All in all, the piece is somewhat sparse given that notes are only played on the beat lines & that there are many rests. Also, the guitar parts are always in unison. Such austerity might obliquely remind one of Erik Satie's 'Rosicrucian Era', which I would've known about at the time, but, even though I love Satie's music, I can't honestly say he was an influence here.
Perhaps more relevant would be Minimalism, which I would've at least heard an example of in Steve Reich's "Four Organs". Also relevant would've been the transparencies that Cage used for"Fontana Mix". Even though I used multiple guitars, that wouldn't've been inspired by Glenn Branca because I wouldn't've known his music yet.
Cage's transparencies brings us to the overlays for "decomposition". There are 5 possible overlays, numbered simply in marker (an addition made August 23, 2019 to try to clarify things) as 1 through 5 in the upper right corner. The possible permutations of how these can be overlaid result in 3,125 possibilities (5 to the power of 5). To calculate this, I systematically typed the possible variations in 25 rows of & 5 columns of 5 on 25 pages. Of course. just calculating 5 to the power of 5 would've yielded the correct number but this way I have a list of the possible versions. With that list I can strike-through (preferably with pencil) each version performed.
In order for the overlays to leave showing the "P" numbers & the accents I had to hand-cut-out with an exacto knife & a straight-edge 8 rectangles & 4 squares on all of them. That's 12 cut-outs per page.
There are the 5 originals + 20 that I assume to be back-ups + 6 sets of 25 pages each for the players. That's 175 X 12 = 2100 shapes that had to be cut out by hand. Imagining that combined with the typing of the possible versions can give you an idea of the lengths that I went to to create this score physically.
ALSO, keep in mind that this was 1975. The era of copy shops was not upon the area that I lived in yet. Public copying was mainly done with offset printing, which usually involved large quantities. Given that music notation paper isn't the common 8&1/2 X 11" paper (known as "typewriter paper") that makes copying even harder. Somehow, I managed to make copies on paper that's 8&1/2X12&1/4". The paper has a slightly glossy texture so it might've been mimeograph paper. I have no idea how I pulled that off.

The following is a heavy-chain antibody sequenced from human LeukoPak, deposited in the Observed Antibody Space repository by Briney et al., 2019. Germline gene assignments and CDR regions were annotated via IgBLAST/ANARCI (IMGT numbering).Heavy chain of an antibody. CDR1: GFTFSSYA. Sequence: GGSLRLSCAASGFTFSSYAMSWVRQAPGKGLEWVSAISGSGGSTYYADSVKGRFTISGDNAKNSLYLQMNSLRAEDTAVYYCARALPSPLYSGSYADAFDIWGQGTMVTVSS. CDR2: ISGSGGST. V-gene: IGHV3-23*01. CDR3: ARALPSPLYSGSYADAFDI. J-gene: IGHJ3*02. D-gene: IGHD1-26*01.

Relevant to the VOICE part, a hand-written note says: "Notate a talk technique". That doesn't appear to've been done so the VOICE part would seem to also be IN PROGRESS even though it's not marked as such. Apparently, I was undecided about whether to have words for the VOICE to enunciate. At this point, I think the VOICE should just sing in a way as non-referential as possible.
The VOICE echoes the IN PROGRESS part, delayed by one beat, & the GUITAR echoes the VOICE by the same amount. THIS PROCESS IS REVERSED ON THE OVERLAY PAGES. I admit to finding this fascinating.
As for "electric bang vibrato slide guitar"?: As the typewritten notes explain: "electric bang vibrato slide guitar playing consists of sounding an electrically amplified guitar with a vibrato bar [by] banging a string or strings with the tip of the vibrato bar determining the pitch with a slide" [..] "Dead Man With A Horn & decomposition limit the banging [to] the Esub2 string [the lowest E string] otherwise the other 2 e strings [are to be] sounded as indicated".
Looking at the notation to the left one can see that I marked the "D" string 'Esub1'. Therefore, I must've intended for the "D" string to be tuned up one whole step so that it would be the "E" between the low "E" string & the high one.
Alas, there are no further attack instructions so, once again in the interest of minimal interference with this original score, I specify that the other notes should be finger-picked.
In keeping with more or less every piece I've ever created, #3 of the overlays has one small section where the players have a choice between 2 pitches (A4 or A#4 in the upper 3 staves) & between pitches to be used in the slide guitar chords (A or A# (frets 5 or 6) on the high E string + A or A# (frets 5 & 6) on the D string that's been tuned up to E + A or A# (frets 5 or 6) on the low E string. Since the notation says "5&/or6" it leaves the possibility open to play, e.g., A on the low E + A# on the middle E + A on the high E. That would require using both the slide & finger-fretting or abandoning the slide for the moment altogether & making a bar chord.
The typewritten notes seem to provide a harmonic philosophy: "western harmonic orientation is expanding away from unison the expansion can be [facillitated] if every harmonic progression is an active repulsion by the parts to [separate] into constituent parts or elements to decay; putrify".
- August 24, 2019, explanatory notes from tENTATIVELY, a cONVENIENCE